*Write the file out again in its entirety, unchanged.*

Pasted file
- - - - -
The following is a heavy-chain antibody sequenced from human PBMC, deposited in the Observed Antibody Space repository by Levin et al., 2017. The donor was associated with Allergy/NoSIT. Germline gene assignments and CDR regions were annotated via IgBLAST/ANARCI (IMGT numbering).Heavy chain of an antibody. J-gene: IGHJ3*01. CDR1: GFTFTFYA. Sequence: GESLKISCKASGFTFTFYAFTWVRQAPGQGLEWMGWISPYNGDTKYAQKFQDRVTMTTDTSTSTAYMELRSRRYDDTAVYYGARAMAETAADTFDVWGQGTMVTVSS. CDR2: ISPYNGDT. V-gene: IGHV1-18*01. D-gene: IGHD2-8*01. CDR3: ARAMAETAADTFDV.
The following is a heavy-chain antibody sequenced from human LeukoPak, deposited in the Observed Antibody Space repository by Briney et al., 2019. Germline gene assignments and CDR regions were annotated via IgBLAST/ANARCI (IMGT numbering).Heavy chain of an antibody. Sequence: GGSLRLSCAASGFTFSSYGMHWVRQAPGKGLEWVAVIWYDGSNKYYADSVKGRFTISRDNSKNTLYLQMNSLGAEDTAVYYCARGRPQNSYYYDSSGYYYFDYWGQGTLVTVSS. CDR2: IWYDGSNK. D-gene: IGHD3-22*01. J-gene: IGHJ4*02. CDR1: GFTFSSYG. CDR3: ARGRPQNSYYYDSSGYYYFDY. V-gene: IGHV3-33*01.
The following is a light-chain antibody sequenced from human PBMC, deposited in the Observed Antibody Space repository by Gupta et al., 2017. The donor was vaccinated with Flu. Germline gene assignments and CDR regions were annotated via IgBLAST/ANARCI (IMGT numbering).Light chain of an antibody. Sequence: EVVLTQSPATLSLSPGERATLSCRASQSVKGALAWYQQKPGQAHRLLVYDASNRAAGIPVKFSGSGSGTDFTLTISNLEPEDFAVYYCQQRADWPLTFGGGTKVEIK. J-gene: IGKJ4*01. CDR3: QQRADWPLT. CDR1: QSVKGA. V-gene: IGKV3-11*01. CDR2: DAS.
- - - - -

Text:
The following is a heavy-chain antibody sequenced from human PBMC, deposited in the Observed Antibody Space repository by Levin et al., 2017. The donor was associated with Allergy/NoSIT. Germline gene assignments and CDR regions were annotated via IgBLAST/ANARCI (IMGT numbering).Heavy chain of an antibody. J-gene: IGHJ3*01. CDR1: GFTFTFYA. Sequence: GESLKISCKASGFTFTFYAFTWVRQAPGQGLEWMGWISPYNGDTKYAQKFQDRVTMTTDTSTSTAYMELRSRRYDDTAVYYGARAMAETAADTFDVWGQGTMVTVSS. CDR2: ISPYNGDT. V-gene: IGHV1-18*01. D-gene: IGHD2-8*01. CDR3: ARAMAETAADTFDV.
The following is a heavy-chain antibody sequenced from human LeukoPak, deposited in the Observed Antibody Space repository by Briney et al., 2019. Germline gene assignments and CDR regions were annotated via IgBLAST/ANARCI (IMGT numbering).Heavy chain of an antibody. Sequence: GGSLRLSCAASGFTFSSYGMHWVRQAPGKGLEWVAVIWYDGSNKYYADSVKGRFTISRDNSKNTLYLQMNSLGAEDTAVYYCARGRPQNSYYYDSSGYYYFDYWGQGTLVTVSS. CDR2: IWYDGSNK. D-gene: IGHD3-22*01. J-gene: IGHJ4*02. CDR1: GFTFSSYG. CDR3: ARGRPQNSYYYDSSGYYYFDY. V-gene: IGHV3-33*01.
The following is a light-chain antibody sequenced from human PBMC, deposited in the Observed Antibody Space repository by Gupta et al., 2017. The donor was vaccinated with Flu. Germline gene assignments and CDR regions were annotated via IgBLAST/ANARCI (IMGT numbering).Light chain of an antibody. Sequence: EVVLTQSPATLSLSPGERATLSCRASQSVKGALAWYQQKPGQAHRLLVYDASNRAAGIPVKFSGSGSGTDFTLTISNLEPEDFAVYYCQQRADWPLTFGGGTKVEIK. J-gene: IGKJ4*01. CDR3: QQRADWPLT. CDR1: QSVKGA. V-gene: IGKV3-11*01. CDR2: DAS.